Things that Go Book Reviews

NEVER SAY GENIUS by Dan Gutman
ADVENTURE
Released: Jan. 24, 2012

"Nothing spices up a boring road trip like moments of extreme terror. (Adventure. 10-12)"
Twins Coke and Pepsi McDonald squeak through numerous murder attempts at roadside attractions across the Midwest and on eastward. Read full book review >
I'M FAST! by Kate McMullan
FICTION
Released: Jan. 1, 2012

"Preschoolers will most likely warm to the good-natured competition between car and train, and parents and teachers will appreciate the friendly conclusion. But for those looking for a standout title in the multitude of things-that-go stories, there is little here that would warrant a repeat journey. (Picture book. 3-5)"
The usually dynamic McMullan duo (I Stink!, 2002) stalls with their sixth title, which stars an uber-confident train that accepts a challenge to race an equally self-assured sports car. Read full book review >

FRENCH DUCKS IN VENICE by Garret Freymann-Weyr
ANIMALS
Released: Dec. 1, 2011

"A splendidly illustrated but somewhat awkwardly spun tale of inner strength found when love is lost. (Illustrated fiction. 9-14)"
Preteens weaned on Disney princesses may swoon for this melancholy modern fairy tale starring the lovely Russian dressmaker Polina Panova who is neither a French duck nor from Venice, Italy, as the title suggests. Read full book review >
<i>TITANIC</i> SINKS! by Barry Denenberg
THINGS THAT GO
Released: Nov. 10, 2011

"This is history at its best, an original and appealing way to mark the centennial of this familiar disaster. (author's note, source notes, bibliography) (Nonfiction.10-14)"
A memorial edition of an imagined magazine covers the construction and fateful voyage of the R.M.S. Titanic, Queen of the Ocean, which sank in April 1912. Read full book review >
THE CONSTRUCTION CREW by Lynn Meltzer
FICTION
Released: Nov. 8, 2011

"Bulldoze a spot on the shelf for this one. (Picture book. 2-5)"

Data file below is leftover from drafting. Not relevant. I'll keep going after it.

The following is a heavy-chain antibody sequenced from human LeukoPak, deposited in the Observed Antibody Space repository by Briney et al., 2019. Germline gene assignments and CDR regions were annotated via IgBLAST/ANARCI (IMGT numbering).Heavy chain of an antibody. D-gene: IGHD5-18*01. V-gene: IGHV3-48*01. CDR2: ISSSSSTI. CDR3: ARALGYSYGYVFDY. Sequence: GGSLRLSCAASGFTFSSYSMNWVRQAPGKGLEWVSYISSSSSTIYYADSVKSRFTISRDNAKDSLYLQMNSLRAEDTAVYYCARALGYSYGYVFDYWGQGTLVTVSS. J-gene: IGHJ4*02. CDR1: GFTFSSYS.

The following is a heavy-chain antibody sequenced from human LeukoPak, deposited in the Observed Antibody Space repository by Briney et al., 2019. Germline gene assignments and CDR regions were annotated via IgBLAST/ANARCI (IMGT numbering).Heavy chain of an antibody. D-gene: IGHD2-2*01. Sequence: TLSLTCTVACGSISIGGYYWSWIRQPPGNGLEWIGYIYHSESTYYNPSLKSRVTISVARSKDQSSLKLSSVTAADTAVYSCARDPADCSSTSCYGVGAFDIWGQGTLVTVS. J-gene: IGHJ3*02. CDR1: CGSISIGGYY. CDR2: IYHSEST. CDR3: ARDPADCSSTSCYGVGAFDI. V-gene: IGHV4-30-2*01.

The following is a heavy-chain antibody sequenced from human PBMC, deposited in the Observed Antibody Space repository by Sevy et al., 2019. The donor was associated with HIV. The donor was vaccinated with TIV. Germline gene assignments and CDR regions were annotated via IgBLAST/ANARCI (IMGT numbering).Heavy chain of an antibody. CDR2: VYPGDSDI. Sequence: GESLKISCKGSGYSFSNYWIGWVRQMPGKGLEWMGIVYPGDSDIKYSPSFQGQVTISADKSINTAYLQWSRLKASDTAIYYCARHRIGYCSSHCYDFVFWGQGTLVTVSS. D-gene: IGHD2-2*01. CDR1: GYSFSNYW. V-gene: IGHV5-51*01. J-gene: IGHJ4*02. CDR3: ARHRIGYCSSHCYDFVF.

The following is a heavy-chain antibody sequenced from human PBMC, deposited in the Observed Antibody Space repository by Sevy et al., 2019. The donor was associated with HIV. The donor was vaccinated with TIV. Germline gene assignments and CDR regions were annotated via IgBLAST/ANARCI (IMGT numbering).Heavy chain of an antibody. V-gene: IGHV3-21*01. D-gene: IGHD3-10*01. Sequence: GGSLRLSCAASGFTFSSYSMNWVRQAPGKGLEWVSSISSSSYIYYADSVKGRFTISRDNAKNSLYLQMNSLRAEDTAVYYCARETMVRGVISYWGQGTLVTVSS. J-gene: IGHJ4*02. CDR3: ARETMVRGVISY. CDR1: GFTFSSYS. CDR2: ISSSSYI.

A rollicking, rhyming salute to a construction crew and the equipment they use to demolish an old building and construct a family home in its stead. Read full book review >

THINGS THAT GO
Released: Nov. 1, 2011

"An attractive, solid entry on a disaster that continues to fascinate. (Nonfiction. 11-15)"
With the 100th anniversary of the Titanic tragedy coming up in April 2012, this engaging overview retells the powerful story and its aftermath. Read full book review >
SECRETS AT SEA by Richard Peck
ADVENTURE
Released: Oct. 13, 2011

"Sheer delight. (final art not seen) (Animal fantasy. 8-12)"
Problem novels, ghost stories, historical fiction—is there anything Newbery Medalist Peck cannot do? Apparently not. Read full book review >
SUBWAY STORY by Julia Sarcone-Roach
FICTION
Released: Oct. 11, 2011

"Immensely readable and surprisingly touching, this large heft of metal totes a lot of charm. (author's note, bibliography, further reading) (Picture book. 3-6)"
Jessie weighs 75,122 pounds and is a beautiful, brand-new subway car. Read full book review >
IT HAPPENED ON A TRAIN by Mac Barnett
FICTION
Released: Oct. 4, 2011

"Mention of the next adventure at mystery's close will make Brixton fans smile. (Humorous mystery. 10-14)"
The Brixton Brothers Detective Agency is no more. Read full book review >
UNDER THE HOOD by Christophe  Merlin
ANIMALS
Released: Oct. 1, 2011

"A droll visit to a garage that's anything but five-star. (Lift-the-flap picture book. 5-7)"
In this witty, flap-happy episode, a crew of lazy mechanics fix Mr. Bear's car—but only temporarily. Read full book review >
LEGENDARY JOURNEYS:  SHIPS by Brian Lavery
NONFICTION
Released: Oct. 1, 2011

"Light on nautical lore and jargon, but like its companion, Legendary Journeys: Trains (2010), the art will fascinate casual browsers. (Pop-up nonfiction. 8-13)"
A handsome, if scattershot, nautical history from ancient Egyptian reed boats to today's nearly half-mile-long container ships. Read full book review >
LITTLE POLAR BEAR AND THE SUBMARINE by Hans de Beer
ANIMALS
Released: Oct. 1, 2011

"As a rudimentary introduction to friendship and environmental issues, if not geography, Lars can still create the mood. (Picture book. 3-6)"
De Beer's little polar bear, who debuted some 25 years ago, returns in a tale that combines familiar friendship problems with up-to-date concerns. Read full book review >
Kirkus Interview
Chris Cleave
June 14, 2016

In bestseller Chris Cleave’s latest novel Everyone Brave Is Forgiven, it’s London, 1939. The day war is declared, Mary North leaves finishing school unfinished, goes straight to the War Office, and signs up. Tom Shaw decides to ignore the war—until he learns his roommate Alistair Heath has unexpectedly enlisted. Then the conflict can no longer be avoided. Young, bright, and brave, Mary is certain she’d be a marvelous spy. When she is—bewilderingly—made a teacher, she finds herself defying prejudice to protect the children her country would rather forget. Tom, meanwhile, finds that he will do anything for Mary. And when Mary and Alistair meet, it is love, as well as war, that will test them in ways they could not have imagined, entangling three lives in violence and passion, friendship and deception, inexorably shaping their hopes and dreams. “Among all the recent fictions about the war, Cleave’s miniseries of a novel is a surprising standout,” our reviewer writes, “with irresistibly engaging characters who sharply illuminate issues of class, race, and wartime morality.” View video >